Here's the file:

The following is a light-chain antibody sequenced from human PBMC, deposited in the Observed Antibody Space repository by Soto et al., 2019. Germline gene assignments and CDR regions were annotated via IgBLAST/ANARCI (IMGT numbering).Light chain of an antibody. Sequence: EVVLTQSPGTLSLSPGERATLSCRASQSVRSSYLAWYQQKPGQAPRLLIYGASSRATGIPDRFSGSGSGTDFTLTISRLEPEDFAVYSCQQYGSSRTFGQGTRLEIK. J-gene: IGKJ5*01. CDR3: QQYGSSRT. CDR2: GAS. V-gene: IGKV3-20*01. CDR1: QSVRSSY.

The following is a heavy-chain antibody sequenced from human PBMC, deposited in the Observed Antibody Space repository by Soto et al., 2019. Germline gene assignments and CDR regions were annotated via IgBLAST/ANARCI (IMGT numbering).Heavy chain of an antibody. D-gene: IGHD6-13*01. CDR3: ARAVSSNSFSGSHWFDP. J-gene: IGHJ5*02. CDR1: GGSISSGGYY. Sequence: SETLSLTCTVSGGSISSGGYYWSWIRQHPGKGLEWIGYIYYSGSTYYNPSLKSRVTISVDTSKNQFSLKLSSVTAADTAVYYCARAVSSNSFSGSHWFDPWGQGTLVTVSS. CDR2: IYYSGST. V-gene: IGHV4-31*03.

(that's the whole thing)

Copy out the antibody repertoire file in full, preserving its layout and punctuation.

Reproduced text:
The following is a light-chain antibody sequenced from human PBMC, deposited in the Observed Antibody Space repository by Soto et al., 2019. Germline gene assignments and CDR regions were annotated via IgBLAST/ANARCI (IMGT numbering).Light chain of an antibody. Sequence: EVVLTQSPGTLSLSPGERATLSCRASQSVRSSYLAWYQQKPGQAPRLLIYGASSRATGIPDRFSGSGSGTDFTLTISRLEPEDFAVYSCQQYGSSRTFGQGTRLEIK. J-gene: IGKJ5*01. CDR3: QQYGSSRT. CDR2: GAS. V-gene: IGKV3-20*01. CDR1: QSVRSSY.

The following is a heavy-chain antibody sequenced from human PBMC, deposited in the Observed Antibody Space repository by Soto et al., 2019. Germline gene assignments and CDR regions were annotated via IgBLAST/ANARCI (IMGT numbering).Heavy chain of an antibody. D-gene: IGHD6-13*01. CDR3: ARAVSSNSFSGSHWFDP. J-gene: IGHJ5*02. CDR1: GGSISSGGYY. Sequence: SETLSLTCTVSGGSISSGGYYWSWIRQHPGKGLEWIGYIYYSGSTYYNPSLKSRVTISVDTSKNQFSLKLSSVTAADTAVYYCARAVSSNSFSGSHWFDPWGQGTLVTVSS. CDR2: IYYSGST. V-gene: IGHV4-31*03.